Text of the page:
I will add this to the Remarks section:

General Relativity is actually only a theory of gravitation, and is not in any sense a general theory of relativity(G. H. Keswani, Br. J. Philos. Sci. 16, 276 (1966)). There exists nowhere in nature a principle of general relativity; the laws of physics are simply not the same for observers in acceleration where fictitious forces must be introduced. The term Covariance in general relativity refers only to a mathematical formalism, and is not used in the same sense as the term in special relativity. — Preceding unsigned comment added by 47.201.179.7 (talk) 14:52, 15 January 2017 (UTC)

Actually, according to the general principle of relativity, if a physical observer is forcibly accelerated or rotates, and experiences apparent gravitational field effects ("fictitious forces"), by then applying the general principle, background inertial observers are supposed to see corresponding field distortion effects due to the noninertial behaviour of the first observer's mass relative to background (Einstein 1921).
In other words, we start a chain of argument by introducing fictitious forces, but then we iterate that argument using the general principle, and use the GPoR to modify the initially-defined geometry, and by the end, the fictitious forces are no longer fictitious - they are associated with real intrinsic distortions of the spacetime metric, that exist for all observers.
So ... If we rotate, we experience an apparent field. In the first stage of the argument, this field is not yet a "true" field, because it can be removed by switching back to an inertial coordinate system. But this is not yet correct general relativity! Applying the GPoR then requires our colleague who sees us rotating, to also see the relative rotation of our mass to be associated with a twist in spacetime, with the twist existing in all frames. As a sanity-check, think: suppose that the field experienced by a rotating body really was fictitious: if we moved back to an inertial frame, the field would disappear, and there would be no physical rotating dragging effects around rotating bodies. But Gravity Probe B showed that the rotational dragging effect of the Earth was physically real, so ... NOT fictitious. GP-B is evidence that the general principle of relativity really does seem to be supported by Nature.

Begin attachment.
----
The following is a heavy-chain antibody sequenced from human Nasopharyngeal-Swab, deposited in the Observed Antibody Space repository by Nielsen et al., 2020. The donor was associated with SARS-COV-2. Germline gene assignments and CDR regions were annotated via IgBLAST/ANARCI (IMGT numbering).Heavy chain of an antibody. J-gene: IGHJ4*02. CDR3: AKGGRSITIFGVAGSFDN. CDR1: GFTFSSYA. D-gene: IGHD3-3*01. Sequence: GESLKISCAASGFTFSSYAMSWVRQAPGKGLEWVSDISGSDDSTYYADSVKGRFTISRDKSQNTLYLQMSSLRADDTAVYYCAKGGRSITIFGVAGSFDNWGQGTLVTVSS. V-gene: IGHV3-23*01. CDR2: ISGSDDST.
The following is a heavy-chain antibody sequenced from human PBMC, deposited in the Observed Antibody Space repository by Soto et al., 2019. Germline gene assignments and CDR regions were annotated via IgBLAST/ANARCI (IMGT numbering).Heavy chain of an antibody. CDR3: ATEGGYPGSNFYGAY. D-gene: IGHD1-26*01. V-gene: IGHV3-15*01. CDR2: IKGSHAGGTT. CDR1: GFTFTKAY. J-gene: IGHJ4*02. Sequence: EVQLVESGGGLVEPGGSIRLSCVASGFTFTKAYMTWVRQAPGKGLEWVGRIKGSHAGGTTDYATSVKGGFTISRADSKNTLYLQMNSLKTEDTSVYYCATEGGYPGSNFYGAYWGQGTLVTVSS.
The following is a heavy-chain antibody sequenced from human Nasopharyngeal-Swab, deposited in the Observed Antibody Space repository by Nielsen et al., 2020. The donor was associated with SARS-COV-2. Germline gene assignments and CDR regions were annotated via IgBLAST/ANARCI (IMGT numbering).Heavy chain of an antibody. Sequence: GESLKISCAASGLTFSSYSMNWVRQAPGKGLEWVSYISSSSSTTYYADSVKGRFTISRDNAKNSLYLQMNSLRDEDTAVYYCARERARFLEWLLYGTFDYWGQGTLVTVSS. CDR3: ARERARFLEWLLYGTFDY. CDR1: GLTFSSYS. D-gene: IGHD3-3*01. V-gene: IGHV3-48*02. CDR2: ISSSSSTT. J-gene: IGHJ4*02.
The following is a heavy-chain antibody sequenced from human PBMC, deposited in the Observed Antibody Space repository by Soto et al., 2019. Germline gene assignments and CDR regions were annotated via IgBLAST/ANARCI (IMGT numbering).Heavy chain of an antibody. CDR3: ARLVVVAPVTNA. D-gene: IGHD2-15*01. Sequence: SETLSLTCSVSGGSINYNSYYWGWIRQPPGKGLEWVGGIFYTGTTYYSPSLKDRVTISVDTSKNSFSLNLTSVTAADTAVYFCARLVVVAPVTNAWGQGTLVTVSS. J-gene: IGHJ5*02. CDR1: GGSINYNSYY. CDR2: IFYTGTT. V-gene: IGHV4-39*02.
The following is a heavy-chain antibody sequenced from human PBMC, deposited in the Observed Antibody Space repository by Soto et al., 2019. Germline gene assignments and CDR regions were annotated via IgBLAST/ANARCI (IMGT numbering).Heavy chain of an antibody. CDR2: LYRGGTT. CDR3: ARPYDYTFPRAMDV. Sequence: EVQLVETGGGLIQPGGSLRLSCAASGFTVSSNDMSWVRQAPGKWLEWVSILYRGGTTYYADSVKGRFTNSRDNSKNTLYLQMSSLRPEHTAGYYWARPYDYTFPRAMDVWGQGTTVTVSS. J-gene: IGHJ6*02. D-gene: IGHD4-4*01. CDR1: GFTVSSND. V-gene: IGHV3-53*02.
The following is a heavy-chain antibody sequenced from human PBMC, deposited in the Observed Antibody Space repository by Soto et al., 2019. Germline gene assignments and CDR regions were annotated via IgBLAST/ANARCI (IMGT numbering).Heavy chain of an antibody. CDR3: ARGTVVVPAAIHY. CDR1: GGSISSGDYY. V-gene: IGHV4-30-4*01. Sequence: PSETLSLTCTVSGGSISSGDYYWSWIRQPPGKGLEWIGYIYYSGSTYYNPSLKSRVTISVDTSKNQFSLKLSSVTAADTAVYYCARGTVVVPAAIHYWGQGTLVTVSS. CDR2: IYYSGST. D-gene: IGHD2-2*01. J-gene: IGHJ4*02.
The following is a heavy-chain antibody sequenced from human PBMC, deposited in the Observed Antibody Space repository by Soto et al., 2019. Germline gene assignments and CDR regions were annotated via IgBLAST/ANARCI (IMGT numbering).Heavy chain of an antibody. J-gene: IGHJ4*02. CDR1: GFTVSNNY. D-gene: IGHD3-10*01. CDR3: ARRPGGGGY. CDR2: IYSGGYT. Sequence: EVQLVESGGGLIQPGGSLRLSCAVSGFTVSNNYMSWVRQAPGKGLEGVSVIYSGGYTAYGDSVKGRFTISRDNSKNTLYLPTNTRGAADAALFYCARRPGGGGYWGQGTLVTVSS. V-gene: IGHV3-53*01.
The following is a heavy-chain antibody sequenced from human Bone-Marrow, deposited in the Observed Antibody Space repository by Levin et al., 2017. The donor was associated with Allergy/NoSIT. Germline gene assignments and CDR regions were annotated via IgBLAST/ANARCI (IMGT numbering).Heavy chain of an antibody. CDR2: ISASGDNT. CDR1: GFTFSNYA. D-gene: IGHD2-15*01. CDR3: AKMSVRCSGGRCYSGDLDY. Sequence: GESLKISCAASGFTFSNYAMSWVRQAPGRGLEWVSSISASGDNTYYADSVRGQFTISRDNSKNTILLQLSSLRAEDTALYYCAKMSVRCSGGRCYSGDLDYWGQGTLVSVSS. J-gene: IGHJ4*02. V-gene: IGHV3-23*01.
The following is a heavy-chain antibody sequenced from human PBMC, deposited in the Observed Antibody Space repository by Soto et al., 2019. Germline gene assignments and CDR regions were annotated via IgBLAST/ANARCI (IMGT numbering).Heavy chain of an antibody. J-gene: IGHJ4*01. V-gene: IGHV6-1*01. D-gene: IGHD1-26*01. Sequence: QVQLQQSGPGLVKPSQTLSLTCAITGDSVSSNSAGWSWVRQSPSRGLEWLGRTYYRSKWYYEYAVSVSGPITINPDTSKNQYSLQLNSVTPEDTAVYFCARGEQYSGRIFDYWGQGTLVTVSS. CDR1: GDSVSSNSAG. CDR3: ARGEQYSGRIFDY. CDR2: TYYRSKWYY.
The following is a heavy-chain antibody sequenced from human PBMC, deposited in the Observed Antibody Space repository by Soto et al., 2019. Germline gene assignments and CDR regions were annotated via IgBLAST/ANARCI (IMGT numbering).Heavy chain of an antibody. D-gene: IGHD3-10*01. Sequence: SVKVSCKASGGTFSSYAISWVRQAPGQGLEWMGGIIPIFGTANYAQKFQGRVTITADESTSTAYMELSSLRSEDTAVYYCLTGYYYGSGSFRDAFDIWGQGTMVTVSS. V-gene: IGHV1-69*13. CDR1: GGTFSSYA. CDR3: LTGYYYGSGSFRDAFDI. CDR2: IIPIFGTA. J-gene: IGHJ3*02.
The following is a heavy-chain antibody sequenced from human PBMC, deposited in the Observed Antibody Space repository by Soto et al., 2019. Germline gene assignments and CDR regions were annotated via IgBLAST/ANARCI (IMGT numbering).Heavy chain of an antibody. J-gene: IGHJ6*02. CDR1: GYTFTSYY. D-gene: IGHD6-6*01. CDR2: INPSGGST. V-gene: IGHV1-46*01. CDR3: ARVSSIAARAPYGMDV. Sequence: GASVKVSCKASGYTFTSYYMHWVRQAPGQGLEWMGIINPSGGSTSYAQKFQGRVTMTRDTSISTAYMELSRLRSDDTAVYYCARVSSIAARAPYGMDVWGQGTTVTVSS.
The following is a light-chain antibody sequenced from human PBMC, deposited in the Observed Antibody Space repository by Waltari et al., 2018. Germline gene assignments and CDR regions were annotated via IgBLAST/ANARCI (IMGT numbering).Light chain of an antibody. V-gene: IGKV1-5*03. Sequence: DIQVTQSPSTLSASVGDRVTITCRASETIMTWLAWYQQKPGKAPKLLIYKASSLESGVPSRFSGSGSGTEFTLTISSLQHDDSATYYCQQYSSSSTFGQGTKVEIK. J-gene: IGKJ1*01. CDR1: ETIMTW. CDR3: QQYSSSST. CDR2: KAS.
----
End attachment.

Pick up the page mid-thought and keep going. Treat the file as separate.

Unfortunately, Einstein's general theory is a logically incoherent mess, and doesn't work consistently as geometry. It has some great ingredients, but Einstein's attempted geometrical implementation of the GPoR was junk. This is why, when textbook authors try to "explain" the theory and try to make sense of the mess, different authors will seize on different aspects of the theory and end up producing "provably correct" interpretations that somehow manage to conflict. It's because Einstein accidentally constructed a pathological system. ErkDemon (talk) 04:27, 3 July 2020 (UTC)
... This makes writing wiki pages about Einstein's general theory a bit challenging: if the page genuinely reflects the theory, it will be contradictory and incoherent, and people will blame the authors ... but if the page's arguments are thorough and consistent and make sense, they will not be a correct representation of the theory. :) ErkDemon (talk) 04:27, 3 July 2020 (UTC)

Referance Frames and Coordinate Systems

Changed “coordinate systems” to reference frames”. The phrase is wrong and confuses virtual mathematical coordinates systems with real physical frames. Coordinate systems have no physical implications whatsoever. Real physical frames, moving do. — Preceding unsigned comment added by Kevin aylward (talkcontribs) 11:09, 4 June 2020 (UTC)

Please put new talk page messages at the bottom of talk pages and sign your messages with four tildes (~~~~) — See Help:Using talk pages. I already asked you to do that on my talk page: User talk:DVdm#Coveriance. You were also asked twice on your user tlak page to do that.
I changed it back ([1]). It's in the cited source: "This assertion that the laws are valid independent of the choice of the coordinate system, if only such coordinate systems are considered that move rectilinearly and uniformly against each other, this we call the special relativity principle."
Comments from others are welcome. - DVdm (talk) 11:29, 4 June 2020 (UTC)

Vehement original-research template

There is currently a template at the top of the page with somewhat harsh language. Is this acceptable? I am tempted to remove it, but its message may be valid even though the language used to express it is probably not, and its issues have not yet been resolved. What, if anything, should we do?—Anita5192 (talk) 01:34, 11 September 2021 (UTC)